chlorinated dioxins and dibenzofurans, polychlorinated biphenyls, pesticides such as chlordane and DDT
Miscellaneous organic compounds
acrylonitrile, benzidine, aniline, di-isocyanates, organophosphates

Hope my introduction gave you a lot of knowledge about the basic of Toxicology and it made you interested about the subject. Toxicology is a very exciting topic to talk about. Let’s now proceed to the divisions of Toxicology.

Divisions of Toxicology:

1. Drugs of abuse - drugs or chemicals which are taken repeatedly in a pattern & amount that interferes with one’s health or normal function. It have multiple effects, usually producing a feeling of well-being in the user and repeated use can lead to higher & higher dose needed to replicate the feeling causing emotional dependence, & in some, true physical dependence. Here are some examples:

a. Stimulants - drugs that "stimulate" or accelerate the central nervous system; usually  sympathomimetic Ex: Caffeine, Nicotine, Cocaine, Crack, Ecstasy, Amphetamines, Methamphetamines.

b. Hallucinogens - natural or synthetic drugs that can produce hallucinations when taken.  Ex:  LSD, PCP, DMT, DOM (STP), Psilocybin (“magic  mushrooms”), Peyote cactus, Mescaline, Marijuana, Ecstasy, and Ketamine.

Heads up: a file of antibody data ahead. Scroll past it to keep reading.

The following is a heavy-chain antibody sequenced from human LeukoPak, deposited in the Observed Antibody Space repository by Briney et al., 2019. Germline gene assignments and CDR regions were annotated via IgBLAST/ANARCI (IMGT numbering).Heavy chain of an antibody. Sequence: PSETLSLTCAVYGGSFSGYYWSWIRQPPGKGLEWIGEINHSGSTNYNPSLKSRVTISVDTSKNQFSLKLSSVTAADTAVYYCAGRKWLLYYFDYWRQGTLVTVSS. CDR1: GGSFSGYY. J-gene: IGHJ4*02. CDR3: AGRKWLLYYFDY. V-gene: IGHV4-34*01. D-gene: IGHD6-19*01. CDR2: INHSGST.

c. Cannabis - Cannabis is a collective term used to describe hemp plants that are smoked and ingested to produce psychophysical changes when ingested.  Ex: Marijuana, hash, and hash oil.  

d. Depressants - drugs which have a sedating effect upon the central nervous system.  

e. Opiates  & Opioids- narcotics that have a depressant effect upon the user.  Ex: Heroin, Meperidine  (Demerol), Morphine, Hydromorphone and Codeine.  

f. Sedative–Hypnotics - relaxants, induce sleep: Ex: Ethyl alcohol;    anti-anxiety agents-tranquilizers: benzodiazepines Diazepam, Rohypnol;     nonbarbiturates- Halcion, Quaalude;   long-acting barbiturates – Phenobarbital;    short-acting barbiturates – Seconal.  

g. Anabolic Steroids - Anabolic steroids are drugs or hormones akin to testosterone that increase muscle growth.  Ex: Halotestin, Maxibolin, Anavar, and Dianabol.

h. Volatile substances / Inhalants  - give off fumes for a high Ex: glue, aerosols, solvents.
i. Laxatives  - usually abused for weight loss  Ex:  Bisacodyl, Danthron, Phenolphthalen, Rhein.

2. Emergency Toxicology - deals with emergencies such as poisonings, attempted suicides and overdoses.

3. Forensic Toxicology - Medico-legal aspects of poisonings. Establish relationship between tissue residual level and probable cause of death as well as identification and quantification of poisons.

4. Industrial Toxicology - is a science that deals with potential harmful effects of materials, products and wastes on health and environments.

5. Therapeutic Drug Monitoring - is the measurement of specific drugs at timed intervals in order to maintain a relatively constant concentration of the medication in the bloodstream. Clinical application of Pharmacology; the rational use of drugs in the treatment of diseases.

Before I end my blog, here's a sample movie about forensic toxicology..
Thank you for spending your precious time in reading my blog. Hope I’d helped you a lot and motivated you to study about Toxicology.. ^^

M. Bishop; Clinical Chemistry: Principles, Procedures, Correlations
D. Calbreath; Clinical Chemistry: A Fundamental Textbook

Comments (0)